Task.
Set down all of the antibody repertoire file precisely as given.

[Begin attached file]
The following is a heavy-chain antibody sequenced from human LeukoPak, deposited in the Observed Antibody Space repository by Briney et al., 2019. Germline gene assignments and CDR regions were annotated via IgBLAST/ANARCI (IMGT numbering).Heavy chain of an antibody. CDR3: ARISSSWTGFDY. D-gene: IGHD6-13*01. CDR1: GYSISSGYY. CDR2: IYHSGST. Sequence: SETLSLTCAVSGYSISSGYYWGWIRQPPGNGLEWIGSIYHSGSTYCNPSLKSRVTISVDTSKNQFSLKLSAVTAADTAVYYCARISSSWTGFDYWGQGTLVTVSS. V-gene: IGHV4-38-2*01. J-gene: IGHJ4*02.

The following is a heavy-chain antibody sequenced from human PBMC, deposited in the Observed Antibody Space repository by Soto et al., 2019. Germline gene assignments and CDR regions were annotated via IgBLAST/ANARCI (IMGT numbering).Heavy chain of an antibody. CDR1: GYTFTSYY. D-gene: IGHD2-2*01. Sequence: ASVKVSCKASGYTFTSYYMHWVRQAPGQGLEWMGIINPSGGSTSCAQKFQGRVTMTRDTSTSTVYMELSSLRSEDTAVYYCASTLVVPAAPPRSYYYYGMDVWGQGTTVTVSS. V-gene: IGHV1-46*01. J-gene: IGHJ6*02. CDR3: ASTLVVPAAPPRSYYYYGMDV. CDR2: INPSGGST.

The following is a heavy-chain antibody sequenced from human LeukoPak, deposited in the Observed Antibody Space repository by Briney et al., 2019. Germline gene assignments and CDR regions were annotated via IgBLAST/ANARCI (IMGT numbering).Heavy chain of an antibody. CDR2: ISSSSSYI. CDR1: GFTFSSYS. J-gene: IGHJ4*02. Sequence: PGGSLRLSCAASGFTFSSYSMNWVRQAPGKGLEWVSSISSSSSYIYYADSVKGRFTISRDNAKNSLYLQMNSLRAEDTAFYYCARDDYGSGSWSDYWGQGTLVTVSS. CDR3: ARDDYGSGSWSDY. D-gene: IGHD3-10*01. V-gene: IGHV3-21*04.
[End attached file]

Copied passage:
The following is a heavy-chain antibody sequenced from human LeukoPak, deposited in the Observed Antibody Space repository by Briney et al., 2019. Germline gene assignments and CDR regions were annotated via IgBLAST/ANARCI (IMGT numbering).Heavy chain of an antibody. CDR3: ARISSSWTGFDY. D-gene: IGHD6-13*01. CDR1: GYSISSGYY. CDR2: IYHSGST. Sequence: SETLSLTCAVSGYSISSGYYWGWIRQPPGNGLEWIGSIYHSGSTYCNPSLKSRVTISVDTSKNQFSLKLSAVTAADTAVYYCARISSSWTGFDYWGQGTLVTVSS. V-gene: IGHV4-38-2*01. J-gene: IGHJ4*02.

The following is a heavy-chain antibody sequenced from human PBMC, deposited in the Observed Antibody Space repository by Soto et al., 2019. Germline gene assignments and CDR regions were annotated via IgBLAST/ANARCI (IMGT numbering).Heavy chain of an antibody. CDR1: GYTFTSYY. D-gene: IGHD2-2*01. Sequence: ASVKVSCKASGYTFTSYYMHWVRQAPGQGLEWMGIINPSGGSTSCAQKFQGRVTMTRDTSTSTVYMELSSLRSEDTAVYYCASTLVVPAAPPRSYYYYGMDVWGQGTTVTVSS. V-gene: IGHV1-46*01. J-gene: IGHJ6*02. CDR3: ASTLVVPAAPPRSYYYYGMDV. CDR2: INPSGGST.

The following is a heavy-chain antibody sequenced from human LeukoPak, deposited in the Observed Antibody Space repository by Briney et al., 2019. Germline gene assignments and CDR regions were annotated via IgBLAST/ANARCI (IMGT numbering).Heavy chain of an antibody. CDR2: ISSSSSYI. CDR1: GFTFSSYS. J-gene: IGHJ4*02. Sequence: PGGSLRLSCAASGFTFSSYSMNWVRQAPGKGLEWVSSISSSSSYIYYADSVKGRFTISRDNAKNSLYLQMNSLRAEDTAFYYCARDDYGSGSWSDYWGQGTLVTVSS. CDR3: ARDDYGSGSWSDY. D-gene: IGHD3-10*01. V-gene: IGHV3-21*04.